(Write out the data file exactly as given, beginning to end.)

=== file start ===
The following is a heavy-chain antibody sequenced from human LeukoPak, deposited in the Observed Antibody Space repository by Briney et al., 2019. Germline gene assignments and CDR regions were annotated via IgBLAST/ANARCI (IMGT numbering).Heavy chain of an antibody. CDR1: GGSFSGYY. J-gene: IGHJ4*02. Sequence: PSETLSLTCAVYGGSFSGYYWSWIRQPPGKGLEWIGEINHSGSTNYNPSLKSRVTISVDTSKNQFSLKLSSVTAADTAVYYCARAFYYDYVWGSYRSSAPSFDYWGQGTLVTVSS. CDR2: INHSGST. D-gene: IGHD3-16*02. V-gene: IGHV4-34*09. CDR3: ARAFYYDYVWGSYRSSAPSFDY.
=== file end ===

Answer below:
The following is a heavy-chain antibody sequenced from human LeukoPak, deposited in the Observed Antibody Space repository by Briney et al., 2019. Germline gene assignments and CDR regions were annotated via IgBLAST/ANARCI (IMGT numbering).Heavy chain of an antibody. CDR1: GGSFSGYY. J-gene: IGHJ4*02. Sequence: PSETLSLTCAVYGGSFSGYYWSWIRQPPGKGLEWIGEINHSGSTNYNPSLKSRVTISVDTSKNQFSLKLSSVTAADTAVYYCARAFYYDYVWGSYRSSAPSFDYWGQGTLVTVSS. CDR2: INHSGST. D-gene: IGHD3-16*02. V-gene: IGHV4-34*09. CDR3: ARAFYYDYVWGSYRSSAPSFDY.